To act is to surrender. This may seem counter-intuitive because we are so used to thinking about acting in terms of willpower overcoming inertia. In my view this kind of deliberate, planned and forced action where one imposes one’s will onto an external object is the least beneficial kind of action. The best actions come from understanding a situation so clearly and deeply, using the head, heart and gut, that the best path of action arises naturally and presents itself. Action then becomes not a matter of making an arbitrary or forceful decision but rather surrendering to the demands of the situation.

A note on moral speed: if you pay attention to the speed of your action, you will find that it’s hard to do the wrong thing in slow motion, and it’s hard to do the best thing if you rush. Likewise, it’s hard to do the wrong thing if you really pay attention at every step of the way, and it’s hard to do the best thing if your attention is scattered. Moral action is related to the speed at which you act; usually slower is better.


All of this comes down to what we may call “What you can and cannot choose”.

You cannot choose your feelings, emotions and thoughts.

You can, however, choose how to direct your attention.

You cannot choose the broader context and specific situation you are placed into.

You can, however, choose to accept it – all of it – for what it is.

You cannot choose what other people do or what happens to you.

You can, however, choose your actions and reactions.


At the interface of Attention and Acceptance is where learning and forgiveness are found.

It seems that this world has been set up such that suffering is the only way to really learn valuable lessons. When things are easy we are carried by intertia and there appears no great need to learn. When things are hard and we suffer, we are forced to learn. Therefore our capacity for suffering determines our capacity for learning. There are different kinds of suffering, however. There is suffering with meaning and dignity, and suffering without meaning and dignity. When you suffer for the first time, pay attention, accept and learn from it, there is meaning and dignity. When you suffer repeatedly in the same way due to lack of attention or rejection of the lesson, there is no meaning or dignity. This shows the importance of paying attention and allowing the lesson to sink in.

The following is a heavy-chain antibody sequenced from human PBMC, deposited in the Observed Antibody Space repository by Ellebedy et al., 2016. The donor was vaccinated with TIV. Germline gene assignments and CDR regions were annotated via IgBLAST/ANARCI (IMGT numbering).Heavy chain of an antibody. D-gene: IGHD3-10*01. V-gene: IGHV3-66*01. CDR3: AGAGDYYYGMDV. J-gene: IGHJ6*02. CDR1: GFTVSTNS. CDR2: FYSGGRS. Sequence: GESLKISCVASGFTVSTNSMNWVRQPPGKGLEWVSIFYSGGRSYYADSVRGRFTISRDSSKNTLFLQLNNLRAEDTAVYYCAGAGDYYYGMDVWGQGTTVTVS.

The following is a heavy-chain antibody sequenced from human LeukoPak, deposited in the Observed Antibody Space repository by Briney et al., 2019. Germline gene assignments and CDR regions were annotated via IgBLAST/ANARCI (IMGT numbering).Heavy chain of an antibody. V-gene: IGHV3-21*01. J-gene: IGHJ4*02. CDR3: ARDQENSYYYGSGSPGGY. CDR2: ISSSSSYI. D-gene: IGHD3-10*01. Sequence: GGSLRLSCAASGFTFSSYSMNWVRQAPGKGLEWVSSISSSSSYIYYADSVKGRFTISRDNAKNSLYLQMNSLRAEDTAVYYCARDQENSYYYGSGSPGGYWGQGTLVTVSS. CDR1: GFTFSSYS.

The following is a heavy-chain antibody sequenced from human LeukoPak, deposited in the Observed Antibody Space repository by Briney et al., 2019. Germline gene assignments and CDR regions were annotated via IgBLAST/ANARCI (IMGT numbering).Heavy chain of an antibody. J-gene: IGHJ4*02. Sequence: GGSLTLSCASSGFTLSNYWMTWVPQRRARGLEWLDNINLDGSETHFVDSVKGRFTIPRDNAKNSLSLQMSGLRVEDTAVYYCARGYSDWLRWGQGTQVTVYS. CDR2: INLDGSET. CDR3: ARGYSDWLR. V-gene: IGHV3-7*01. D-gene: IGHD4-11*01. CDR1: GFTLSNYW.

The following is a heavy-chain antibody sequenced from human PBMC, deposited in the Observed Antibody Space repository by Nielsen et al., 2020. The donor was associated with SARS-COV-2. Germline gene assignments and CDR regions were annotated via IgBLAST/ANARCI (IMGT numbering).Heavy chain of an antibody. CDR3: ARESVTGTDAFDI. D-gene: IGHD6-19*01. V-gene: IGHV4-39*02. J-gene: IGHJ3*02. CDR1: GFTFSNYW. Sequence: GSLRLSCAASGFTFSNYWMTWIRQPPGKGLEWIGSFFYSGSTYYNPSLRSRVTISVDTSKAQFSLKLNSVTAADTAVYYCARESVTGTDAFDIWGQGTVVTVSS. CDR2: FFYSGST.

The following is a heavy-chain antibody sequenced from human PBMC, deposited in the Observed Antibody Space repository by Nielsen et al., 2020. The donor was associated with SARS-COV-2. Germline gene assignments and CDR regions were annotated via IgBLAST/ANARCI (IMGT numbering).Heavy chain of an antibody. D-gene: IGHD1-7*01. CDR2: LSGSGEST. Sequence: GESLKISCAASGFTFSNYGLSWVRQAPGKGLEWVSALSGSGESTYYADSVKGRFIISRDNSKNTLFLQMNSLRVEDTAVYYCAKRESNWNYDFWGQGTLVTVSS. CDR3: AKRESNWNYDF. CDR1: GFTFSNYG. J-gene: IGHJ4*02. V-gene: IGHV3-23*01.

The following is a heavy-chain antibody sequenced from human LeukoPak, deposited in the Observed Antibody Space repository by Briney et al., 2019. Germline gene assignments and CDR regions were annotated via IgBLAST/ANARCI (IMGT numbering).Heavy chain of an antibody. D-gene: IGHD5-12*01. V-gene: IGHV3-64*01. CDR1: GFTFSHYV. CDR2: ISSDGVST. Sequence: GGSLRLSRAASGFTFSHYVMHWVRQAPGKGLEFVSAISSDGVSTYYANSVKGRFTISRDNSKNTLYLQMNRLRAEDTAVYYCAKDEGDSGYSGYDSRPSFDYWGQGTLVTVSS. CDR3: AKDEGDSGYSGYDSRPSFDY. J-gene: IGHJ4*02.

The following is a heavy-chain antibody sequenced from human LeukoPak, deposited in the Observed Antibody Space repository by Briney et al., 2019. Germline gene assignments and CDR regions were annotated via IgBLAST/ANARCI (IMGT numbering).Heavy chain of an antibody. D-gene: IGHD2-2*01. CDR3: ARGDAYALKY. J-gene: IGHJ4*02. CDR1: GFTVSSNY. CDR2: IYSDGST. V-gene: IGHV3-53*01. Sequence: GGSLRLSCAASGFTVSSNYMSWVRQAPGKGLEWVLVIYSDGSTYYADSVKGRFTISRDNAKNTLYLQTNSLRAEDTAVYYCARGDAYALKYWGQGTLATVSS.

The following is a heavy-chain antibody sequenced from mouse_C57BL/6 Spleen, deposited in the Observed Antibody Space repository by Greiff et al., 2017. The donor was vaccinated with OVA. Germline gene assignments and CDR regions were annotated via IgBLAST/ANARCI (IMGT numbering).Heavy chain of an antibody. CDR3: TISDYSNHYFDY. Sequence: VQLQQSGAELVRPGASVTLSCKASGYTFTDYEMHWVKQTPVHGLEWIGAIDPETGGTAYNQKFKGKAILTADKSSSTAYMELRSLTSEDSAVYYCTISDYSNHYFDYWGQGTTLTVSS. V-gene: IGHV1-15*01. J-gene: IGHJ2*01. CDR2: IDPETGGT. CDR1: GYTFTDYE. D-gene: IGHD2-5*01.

In order to forgive you must see everything, and accept everything fully as it is now, without reservation or condition. This applies equally to other people as it does to life lessons. Forgiveness is a divine act, and a necessary one in order to be able to digest the past and move into the present. Forgiveness really means allowing the situation to be what it is without trying to change anything. In this way forgiveness is also necessary in order for us to learn, because as long as there is something we do not accept and try to change about a situation, we have not learned.


At the interface of Acceptance and Action is where faith and courage are found.

Attention and acceptance together give us an honest assessment of how far we have come along the journey, where we stand, and what awaits us. When we move toward action, faith and courage help us act by taking the next step along the path. We should not try to control the outcome or try to know what will happen before it happens. We must surrender to the necessity of acting without knowing exactly what the outcome will be or what awaits us around the next corner. This requires trust – in other words, faith.

Problems arise when we do not practice these principles. We often fail to pay attention to important things by tuning out, numbing our senses through drugs, alcohol or television, or ignoring what is in front of us. We often do not accept what we sense and perceive, and we bury our painful or unpleasant sensations and perceptions, which inevitably causes mental problems later on. We also fail to take action once we have witnessed something and do not assume our responsibility to do something to make things better. By remembering these principles we can avoid most major problems and learn from the ones that we do encounter.

Pay attention, accept, act.


~ by spiritualseeker1 on April 3, 2012.